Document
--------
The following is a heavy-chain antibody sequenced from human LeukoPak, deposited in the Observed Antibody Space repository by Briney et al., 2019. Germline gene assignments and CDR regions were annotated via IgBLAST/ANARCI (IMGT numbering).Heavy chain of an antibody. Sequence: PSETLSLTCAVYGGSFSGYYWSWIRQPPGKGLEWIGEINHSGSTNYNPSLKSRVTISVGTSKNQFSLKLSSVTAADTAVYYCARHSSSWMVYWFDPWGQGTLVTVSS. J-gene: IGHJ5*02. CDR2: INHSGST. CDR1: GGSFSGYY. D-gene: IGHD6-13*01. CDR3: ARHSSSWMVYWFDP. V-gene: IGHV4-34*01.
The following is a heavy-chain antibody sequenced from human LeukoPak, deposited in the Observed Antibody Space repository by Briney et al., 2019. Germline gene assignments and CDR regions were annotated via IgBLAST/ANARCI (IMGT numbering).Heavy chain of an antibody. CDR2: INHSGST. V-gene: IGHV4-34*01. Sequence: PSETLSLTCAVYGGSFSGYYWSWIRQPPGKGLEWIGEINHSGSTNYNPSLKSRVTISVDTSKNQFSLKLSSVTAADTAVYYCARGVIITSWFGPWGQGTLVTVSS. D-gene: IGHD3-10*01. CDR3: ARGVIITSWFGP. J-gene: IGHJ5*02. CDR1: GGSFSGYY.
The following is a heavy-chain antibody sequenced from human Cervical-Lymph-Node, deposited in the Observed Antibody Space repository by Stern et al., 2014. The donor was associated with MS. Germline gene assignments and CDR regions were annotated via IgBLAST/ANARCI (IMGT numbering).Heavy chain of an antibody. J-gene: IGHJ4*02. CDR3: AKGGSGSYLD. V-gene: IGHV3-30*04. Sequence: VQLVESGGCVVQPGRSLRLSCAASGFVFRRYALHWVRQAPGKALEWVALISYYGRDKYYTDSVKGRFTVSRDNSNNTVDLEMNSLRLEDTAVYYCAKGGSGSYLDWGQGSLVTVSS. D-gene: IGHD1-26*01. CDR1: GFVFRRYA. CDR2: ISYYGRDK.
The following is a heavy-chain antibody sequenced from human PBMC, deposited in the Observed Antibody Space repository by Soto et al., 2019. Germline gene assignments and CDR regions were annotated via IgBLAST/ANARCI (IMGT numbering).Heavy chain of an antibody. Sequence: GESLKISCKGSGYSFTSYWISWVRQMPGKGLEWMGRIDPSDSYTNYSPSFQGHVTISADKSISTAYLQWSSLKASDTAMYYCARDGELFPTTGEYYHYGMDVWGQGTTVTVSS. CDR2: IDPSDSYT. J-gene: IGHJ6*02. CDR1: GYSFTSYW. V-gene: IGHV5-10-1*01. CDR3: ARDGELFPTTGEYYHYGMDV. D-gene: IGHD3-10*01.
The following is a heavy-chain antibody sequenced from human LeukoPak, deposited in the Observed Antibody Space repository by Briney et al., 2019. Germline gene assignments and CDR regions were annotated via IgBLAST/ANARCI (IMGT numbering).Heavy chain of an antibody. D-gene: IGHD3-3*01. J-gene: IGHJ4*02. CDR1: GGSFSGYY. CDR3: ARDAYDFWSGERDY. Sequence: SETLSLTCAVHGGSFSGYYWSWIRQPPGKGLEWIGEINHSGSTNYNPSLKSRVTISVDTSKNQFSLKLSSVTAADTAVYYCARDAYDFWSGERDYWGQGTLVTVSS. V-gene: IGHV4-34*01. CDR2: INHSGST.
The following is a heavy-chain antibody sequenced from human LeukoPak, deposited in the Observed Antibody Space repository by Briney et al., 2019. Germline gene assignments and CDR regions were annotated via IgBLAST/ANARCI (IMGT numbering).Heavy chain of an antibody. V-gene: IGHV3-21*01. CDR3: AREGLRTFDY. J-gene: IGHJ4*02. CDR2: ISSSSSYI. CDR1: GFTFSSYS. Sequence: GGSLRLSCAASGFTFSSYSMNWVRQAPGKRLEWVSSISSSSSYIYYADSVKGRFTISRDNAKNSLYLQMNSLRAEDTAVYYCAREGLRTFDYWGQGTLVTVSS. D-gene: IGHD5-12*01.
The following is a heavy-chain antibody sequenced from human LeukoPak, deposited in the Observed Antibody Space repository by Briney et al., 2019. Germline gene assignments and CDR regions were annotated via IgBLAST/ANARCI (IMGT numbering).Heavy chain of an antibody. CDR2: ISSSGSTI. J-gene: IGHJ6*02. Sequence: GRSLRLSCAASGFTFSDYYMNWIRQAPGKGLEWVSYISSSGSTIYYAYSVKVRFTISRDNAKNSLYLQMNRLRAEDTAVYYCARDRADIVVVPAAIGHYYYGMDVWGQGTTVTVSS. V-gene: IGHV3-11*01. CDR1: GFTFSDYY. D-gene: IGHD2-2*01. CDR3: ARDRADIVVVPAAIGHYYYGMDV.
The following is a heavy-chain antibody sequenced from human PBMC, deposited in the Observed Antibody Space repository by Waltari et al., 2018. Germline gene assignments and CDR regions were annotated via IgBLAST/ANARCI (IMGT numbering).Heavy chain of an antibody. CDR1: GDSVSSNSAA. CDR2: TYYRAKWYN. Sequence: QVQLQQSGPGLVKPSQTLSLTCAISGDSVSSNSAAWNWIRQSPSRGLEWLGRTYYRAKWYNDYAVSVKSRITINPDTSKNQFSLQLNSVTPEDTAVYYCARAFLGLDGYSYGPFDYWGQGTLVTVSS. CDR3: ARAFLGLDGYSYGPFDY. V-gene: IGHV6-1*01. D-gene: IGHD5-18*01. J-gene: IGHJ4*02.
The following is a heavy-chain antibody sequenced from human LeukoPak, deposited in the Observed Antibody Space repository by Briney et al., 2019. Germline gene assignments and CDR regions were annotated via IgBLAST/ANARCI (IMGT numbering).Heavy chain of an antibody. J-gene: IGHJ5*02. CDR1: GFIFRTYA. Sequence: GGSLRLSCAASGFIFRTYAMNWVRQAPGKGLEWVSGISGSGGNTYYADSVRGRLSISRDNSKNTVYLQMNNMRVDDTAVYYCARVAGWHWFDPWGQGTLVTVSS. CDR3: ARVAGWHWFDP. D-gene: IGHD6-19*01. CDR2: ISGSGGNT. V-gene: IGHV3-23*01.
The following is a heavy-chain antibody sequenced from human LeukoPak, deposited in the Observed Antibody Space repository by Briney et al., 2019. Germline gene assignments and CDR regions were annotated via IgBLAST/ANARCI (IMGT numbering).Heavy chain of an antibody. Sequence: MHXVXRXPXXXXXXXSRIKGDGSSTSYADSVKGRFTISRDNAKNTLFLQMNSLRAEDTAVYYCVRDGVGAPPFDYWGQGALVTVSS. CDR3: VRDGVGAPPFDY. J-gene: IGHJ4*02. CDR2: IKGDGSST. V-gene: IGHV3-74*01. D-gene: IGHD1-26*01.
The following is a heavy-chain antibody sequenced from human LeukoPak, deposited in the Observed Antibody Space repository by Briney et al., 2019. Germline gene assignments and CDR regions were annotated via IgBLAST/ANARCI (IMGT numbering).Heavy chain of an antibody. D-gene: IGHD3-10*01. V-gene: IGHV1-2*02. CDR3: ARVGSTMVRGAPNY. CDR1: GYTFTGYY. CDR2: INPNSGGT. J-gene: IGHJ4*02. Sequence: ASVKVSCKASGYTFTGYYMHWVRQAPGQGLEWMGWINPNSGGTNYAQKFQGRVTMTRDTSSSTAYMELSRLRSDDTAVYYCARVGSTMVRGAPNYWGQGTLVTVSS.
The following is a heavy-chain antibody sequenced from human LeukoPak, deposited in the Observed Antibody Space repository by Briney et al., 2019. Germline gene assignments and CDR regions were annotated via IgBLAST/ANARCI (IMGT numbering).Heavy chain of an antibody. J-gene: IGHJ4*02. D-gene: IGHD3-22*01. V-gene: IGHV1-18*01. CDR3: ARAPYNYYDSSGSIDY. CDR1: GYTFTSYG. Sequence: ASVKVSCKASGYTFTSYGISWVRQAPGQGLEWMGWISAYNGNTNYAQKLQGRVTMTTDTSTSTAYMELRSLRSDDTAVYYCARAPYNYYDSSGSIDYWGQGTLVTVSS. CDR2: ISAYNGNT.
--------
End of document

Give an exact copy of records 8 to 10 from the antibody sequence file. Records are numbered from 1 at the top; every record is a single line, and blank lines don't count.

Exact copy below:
The following is a heavy-chain antibody sequenced from human PBMC, deposited in the Observed Antibody Space repository by Waltari et al., 2018. Germline gene assignments and CDR regions were annotated via IgBLAST/ANARCI (IMGT numbering).Heavy chain of an antibody. CDR1: GDSVSSNSAA. CDR2: TYYRAKWYN. Sequence: QVQLQQSGPGLVKPSQTLSLTCAISGDSVSSNSAAWNWIRQSPSRGLEWLGRTYYRAKWYNDYAVSVKSRITINPDTSKNQFSLQLNSVTPEDTAVYYCARAFLGLDGYSYGPFDYWGQGTLVTVSS. CDR3: ARAFLGLDGYSYGPFDY. V-gene: IGHV6-1*01. D-gene: IGHD5-18*01. J-gene: IGHJ4*02.
The following is a heavy-chain antibody sequenced from human LeukoPak, deposited in the Observed Antibody Space repository by Briney et al., 2019. Germline gene assignments and CDR regions were annotated via IgBLAST/ANARCI (IMGT numbering).Heavy chain of an antibody. J-gene: IGHJ5*02. CDR1: GFIFRTYA. Sequence: GGSLRLSCAASGFIFRTYAMNWVRQAPGKGLEWVSGISGSGGNTYYADSVRGRLSISRDNSKNTVYLQMNNMRVDDTAVYYCARVAGWHWFDPWGQGTLVTVSS. CDR3: ARVAGWHWFDP. D-gene: IGHD6-19*01. CDR2: ISGSGGNT. V-gene: IGHV3-23*01.
The following is a heavy-chain antibody sequenced from human LeukoPak, deposited in the Observed Antibody Space repository by Briney et al., 2019. Germline gene assignments and CDR regions were annotated via IgBLAST/ANARCI (IMGT numbering).Heavy chain of an antibody. Sequence: MHXVXRXPXXXXXXXSRIKGDGSSTSYADSVKGRFTISRDNAKNTLFLQMNSLRAEDTAVYYCVRDGVGAPPFDYWGQGALVTVSS. CDR3: VRDGVGAPPFDY. J-gene: IGHJ4*02. CDR2: IKGDGSST. V-gene: IGHV3-74*01. D-gene: IGHD1-26*01.